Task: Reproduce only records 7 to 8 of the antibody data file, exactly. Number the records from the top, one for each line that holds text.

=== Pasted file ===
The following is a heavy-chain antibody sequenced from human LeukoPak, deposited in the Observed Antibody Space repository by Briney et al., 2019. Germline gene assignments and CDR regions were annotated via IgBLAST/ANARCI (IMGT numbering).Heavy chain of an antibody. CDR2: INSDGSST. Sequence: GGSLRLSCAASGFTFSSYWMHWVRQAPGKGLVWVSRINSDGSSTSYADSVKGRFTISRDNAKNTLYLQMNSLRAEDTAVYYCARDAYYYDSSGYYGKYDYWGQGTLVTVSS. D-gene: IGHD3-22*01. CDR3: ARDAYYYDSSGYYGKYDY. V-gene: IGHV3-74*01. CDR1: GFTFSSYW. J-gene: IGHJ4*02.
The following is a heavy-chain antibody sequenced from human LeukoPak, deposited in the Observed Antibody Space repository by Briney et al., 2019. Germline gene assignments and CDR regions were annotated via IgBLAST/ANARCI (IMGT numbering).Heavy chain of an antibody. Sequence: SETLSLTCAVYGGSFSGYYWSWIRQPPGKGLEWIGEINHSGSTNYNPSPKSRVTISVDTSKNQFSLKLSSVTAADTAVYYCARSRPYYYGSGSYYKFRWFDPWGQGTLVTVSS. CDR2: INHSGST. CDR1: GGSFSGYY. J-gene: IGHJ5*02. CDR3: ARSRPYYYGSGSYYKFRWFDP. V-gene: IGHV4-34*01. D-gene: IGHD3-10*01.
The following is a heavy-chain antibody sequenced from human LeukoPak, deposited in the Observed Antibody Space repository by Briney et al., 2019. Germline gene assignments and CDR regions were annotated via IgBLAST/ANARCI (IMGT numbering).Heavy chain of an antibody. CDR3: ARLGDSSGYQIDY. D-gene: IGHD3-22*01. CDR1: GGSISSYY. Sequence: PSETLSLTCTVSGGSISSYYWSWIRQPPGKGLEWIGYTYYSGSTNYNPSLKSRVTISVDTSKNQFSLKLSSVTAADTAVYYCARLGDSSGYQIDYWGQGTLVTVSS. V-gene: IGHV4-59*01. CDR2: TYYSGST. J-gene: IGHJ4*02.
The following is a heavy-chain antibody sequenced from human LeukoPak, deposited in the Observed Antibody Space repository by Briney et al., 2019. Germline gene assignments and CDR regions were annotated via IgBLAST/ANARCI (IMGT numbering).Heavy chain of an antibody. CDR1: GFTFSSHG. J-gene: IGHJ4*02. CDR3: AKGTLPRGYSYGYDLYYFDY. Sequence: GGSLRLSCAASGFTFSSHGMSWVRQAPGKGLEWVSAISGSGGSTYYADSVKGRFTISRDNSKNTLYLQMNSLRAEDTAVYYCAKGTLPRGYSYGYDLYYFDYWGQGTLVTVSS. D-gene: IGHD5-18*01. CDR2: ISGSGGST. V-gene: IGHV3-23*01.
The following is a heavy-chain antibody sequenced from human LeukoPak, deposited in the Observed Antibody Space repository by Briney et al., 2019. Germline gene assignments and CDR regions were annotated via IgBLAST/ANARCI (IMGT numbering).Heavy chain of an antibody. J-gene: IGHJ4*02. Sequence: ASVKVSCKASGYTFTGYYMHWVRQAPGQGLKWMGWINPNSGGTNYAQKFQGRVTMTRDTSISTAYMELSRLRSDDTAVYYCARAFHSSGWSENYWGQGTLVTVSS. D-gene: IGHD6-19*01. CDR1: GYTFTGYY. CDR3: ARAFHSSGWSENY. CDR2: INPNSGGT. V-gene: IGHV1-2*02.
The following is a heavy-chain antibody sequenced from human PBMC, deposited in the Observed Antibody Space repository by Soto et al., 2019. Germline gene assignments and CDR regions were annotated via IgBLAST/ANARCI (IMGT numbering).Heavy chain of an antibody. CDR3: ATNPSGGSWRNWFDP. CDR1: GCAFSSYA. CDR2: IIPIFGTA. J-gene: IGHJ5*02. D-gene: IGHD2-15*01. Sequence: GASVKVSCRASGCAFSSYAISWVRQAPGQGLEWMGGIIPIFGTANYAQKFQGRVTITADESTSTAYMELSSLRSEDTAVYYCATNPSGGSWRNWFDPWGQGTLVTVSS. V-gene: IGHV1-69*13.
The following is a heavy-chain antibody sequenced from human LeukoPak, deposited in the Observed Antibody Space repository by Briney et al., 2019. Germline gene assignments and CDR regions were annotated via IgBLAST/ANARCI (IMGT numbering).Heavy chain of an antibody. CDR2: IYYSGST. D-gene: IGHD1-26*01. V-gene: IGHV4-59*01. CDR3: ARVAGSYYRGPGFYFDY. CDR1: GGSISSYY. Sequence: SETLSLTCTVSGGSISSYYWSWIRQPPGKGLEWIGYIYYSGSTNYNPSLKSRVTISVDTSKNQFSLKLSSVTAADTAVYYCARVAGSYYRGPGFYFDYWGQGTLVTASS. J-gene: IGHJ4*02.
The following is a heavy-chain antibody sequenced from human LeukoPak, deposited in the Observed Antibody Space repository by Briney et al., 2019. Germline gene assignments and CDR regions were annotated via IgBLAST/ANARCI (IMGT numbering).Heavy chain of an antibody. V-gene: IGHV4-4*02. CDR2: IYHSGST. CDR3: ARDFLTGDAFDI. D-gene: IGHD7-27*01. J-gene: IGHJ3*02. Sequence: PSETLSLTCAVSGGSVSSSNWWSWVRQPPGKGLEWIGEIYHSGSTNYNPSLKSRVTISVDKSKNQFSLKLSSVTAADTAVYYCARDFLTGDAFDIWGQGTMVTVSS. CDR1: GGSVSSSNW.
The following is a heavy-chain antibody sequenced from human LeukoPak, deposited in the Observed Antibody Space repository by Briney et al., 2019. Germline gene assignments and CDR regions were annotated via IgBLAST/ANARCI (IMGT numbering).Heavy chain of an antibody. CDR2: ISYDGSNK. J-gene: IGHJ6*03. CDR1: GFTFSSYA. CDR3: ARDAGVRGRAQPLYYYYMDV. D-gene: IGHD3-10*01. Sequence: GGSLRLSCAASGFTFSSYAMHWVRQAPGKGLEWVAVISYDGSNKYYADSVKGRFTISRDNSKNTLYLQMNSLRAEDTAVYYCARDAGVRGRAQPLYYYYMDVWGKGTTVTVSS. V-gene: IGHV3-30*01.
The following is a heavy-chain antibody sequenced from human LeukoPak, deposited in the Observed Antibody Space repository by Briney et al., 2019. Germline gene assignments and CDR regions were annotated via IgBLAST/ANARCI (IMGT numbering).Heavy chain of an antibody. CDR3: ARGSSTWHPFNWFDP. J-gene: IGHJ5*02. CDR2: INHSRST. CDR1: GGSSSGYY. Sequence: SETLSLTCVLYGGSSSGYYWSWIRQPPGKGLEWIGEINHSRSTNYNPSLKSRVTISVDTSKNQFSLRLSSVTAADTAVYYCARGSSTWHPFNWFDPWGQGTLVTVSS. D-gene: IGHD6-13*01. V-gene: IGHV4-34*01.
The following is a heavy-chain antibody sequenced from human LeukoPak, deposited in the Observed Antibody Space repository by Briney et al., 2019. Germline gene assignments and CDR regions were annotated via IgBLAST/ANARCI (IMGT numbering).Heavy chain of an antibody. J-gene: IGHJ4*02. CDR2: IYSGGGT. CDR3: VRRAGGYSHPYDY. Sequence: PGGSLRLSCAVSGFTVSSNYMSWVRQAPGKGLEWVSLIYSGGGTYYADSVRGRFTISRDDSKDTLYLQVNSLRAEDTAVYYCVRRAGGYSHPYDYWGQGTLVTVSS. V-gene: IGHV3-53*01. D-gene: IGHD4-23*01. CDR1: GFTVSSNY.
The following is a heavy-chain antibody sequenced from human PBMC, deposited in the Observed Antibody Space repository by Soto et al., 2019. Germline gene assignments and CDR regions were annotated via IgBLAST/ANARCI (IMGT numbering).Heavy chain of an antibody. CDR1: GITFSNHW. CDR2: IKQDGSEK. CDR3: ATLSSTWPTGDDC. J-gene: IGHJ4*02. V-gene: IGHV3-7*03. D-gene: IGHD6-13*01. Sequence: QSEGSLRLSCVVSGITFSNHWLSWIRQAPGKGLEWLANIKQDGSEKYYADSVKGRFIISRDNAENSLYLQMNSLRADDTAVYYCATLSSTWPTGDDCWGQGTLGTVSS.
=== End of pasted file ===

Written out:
The following is a heavy-chain antibody sequenced from human LeukoPak, deposited in the Observed Antibody Space repository by Briney et al., 2019. Germline gene assignments and CDR regions were annotated via IgBLAST/ANARCI (IMGT numbering).Heavy chain of an antibody. CDR2: IYYSGST. D-gene: IGHD1-26*01. V-gene: IGHV4-59*01. CDR3: ARVAGSYYRGPGFYFDY. CDR1: GGSISSYY. Sequence: SETLSLTCTVSGGSISSYYWSWIRQPPGKGLEWIGYIYYSGSTNYNPSLKSRVTISVDTSKNQFSLKLSSVTAADTAVYYCARVAGSYYRGPGFYFDYWGQGTLVTASS. J-gene: IGHJ4*02.
The following is a heavy-chain antibody sequenced from human LeukoPak, deposited in the Observed Antibody Space repository by Briney et al., 2019. Germline gene assignments and CDR regions were annotated via IgBLAST/ANARCI (IMGT numbering).Heavy chain of an antibody. V-gene: IGHV4-4*02. CDR2: IYHSGST. CDR3: ARDFLTGDAFDI. D-gene: IGHD7-27*01. J-gene: IGHJ3*02. Sequence: PSETLSLTCAVSGGSVSSSNWWSWVRQPPGKGLEWIGEIYHSGSTNYNPSLKSRVTISVDKSKNQFSLKLSSVTAADTAVYYCARDFLTGDAFDIWGQGTMVTVSS. CDR1: GGSVSSSNW.